By Rick Enfield, product business owner at Asset Control
The rise of alternative investment classes and derivative products corresponds with an increase in the number of counterparties financial institutions are dealing with today. While financial institutions have kept a close watch on systemic and operational risk factors, additional levels of investment complexity, coupled with a shaky economic environment, have put a new emphasis on the “other” KYC – know your counterparty – and the potential for exposure to counterparty risk. To properly assess any potential counterparty risk, financial institutions are reliant on clean counterparty data, centrally and properly managed.
One product that is highlighting the need for greater, more robust counterparty data management is the credit default swap (CDS). These products are intended to cover losses to banks and bondholders when companies fail to pay their debts. As a looming economic downturn strains companies’ finances, CDSs are being put to the test. The New York Times reported earlier this year that the outstanding value of the swaps stood at more than US$45.5 trillion, up from US$900 billion in 2001. Simultaneously, the spread for CDS contracts on 15 of the largest CDS dealers is increasing and CDSs are facing a higher risk of default, according to a report released by Credit Derivatives Research.
The potential for counterparty default in a CDS contract enters into the risk management formula considerations unique to these derivative products. Whereas the failure of a bond issuer impacts the holder of the specific debt obligation, the failure of a CDS counterparty to honour its obligation – for whatever reason – can also impact the integrity and valuation of the CDS market itself. If a major CDS counterparty severs its obligations, as promised under the original CDS contract, due to questions surrounding proper novation on the transfer of the obligations to other parties, the final beneficiary owner bears the burden of the default risk. Because a single entity can serve other entities in so many different ways, exposure to risk is not limited to counterparties, but rather, extends beyond them to include added exposure to operational and balance sheet risk.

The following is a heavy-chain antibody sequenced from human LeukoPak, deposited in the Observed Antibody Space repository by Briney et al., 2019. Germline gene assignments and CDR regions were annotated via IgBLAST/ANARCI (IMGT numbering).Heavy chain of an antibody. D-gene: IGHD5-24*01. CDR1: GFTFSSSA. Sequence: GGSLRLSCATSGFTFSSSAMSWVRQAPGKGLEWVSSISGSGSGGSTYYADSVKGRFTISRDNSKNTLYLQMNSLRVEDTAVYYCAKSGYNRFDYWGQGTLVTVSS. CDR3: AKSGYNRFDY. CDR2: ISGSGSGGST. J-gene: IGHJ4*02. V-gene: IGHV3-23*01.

The increased risk exposure on potential CDS defaults provides urgency in the need for financial institutions to capture accurate and complete hierarchical counterparty data in a centralised and controlled environment, with accessibility throughout the organisation’s disparate systems. This data includes CDS spreads, detailed credit information, on and off balance sheet positions and the critical data surrounding this relationship and its related entities. Even data elements that would not otherwise be associated with counterparty data – such as the above referenced CDS novation information – have counterparty exposure implications.
To properly know their counterparties, firms are sourcing data from a myriad of sources – both internal and external – to provide their risk management engines with a complete picture. However, firms face a number of stumbling blocks in their ability to consolidate data, distribute it to the many disparate applications that use the data, and deal with corporate actions.
The key is centralised data management. A central data platform ensures different data from different sources is clean, complete, available and useful in order for the organisation to properly assess its exposure. Such a platform bolsters the firm’s ability to leverage the strengths of the individual applications it relies on every day and ensures the organisation can properly assess its exposure. There is also enormous power in the ability to have a configurable platform to match and normalise data, to help firms leverage their data and turn it into actionable information.
A properly organised and managed central data platform arms financial institutions with the tools they need to alleviate counterparty risk through the integration of numerous data feeds that provide different types of data. With the data cleansed and properly routed, investors in credit products can better tune their internal risk management engines to avoid costly defaults.
Basel II and other regulations remain key drivers for action when it comes to counterparty data. Going forward, the market will demand more transparency and more standardised ways of reporting, and effective data management tools will help to achieve these goals.
With more than 25 years of experience in the financial services industry, Rick Enfield develops and implements solution strategies for Asset Control’s AC Plus data management software products.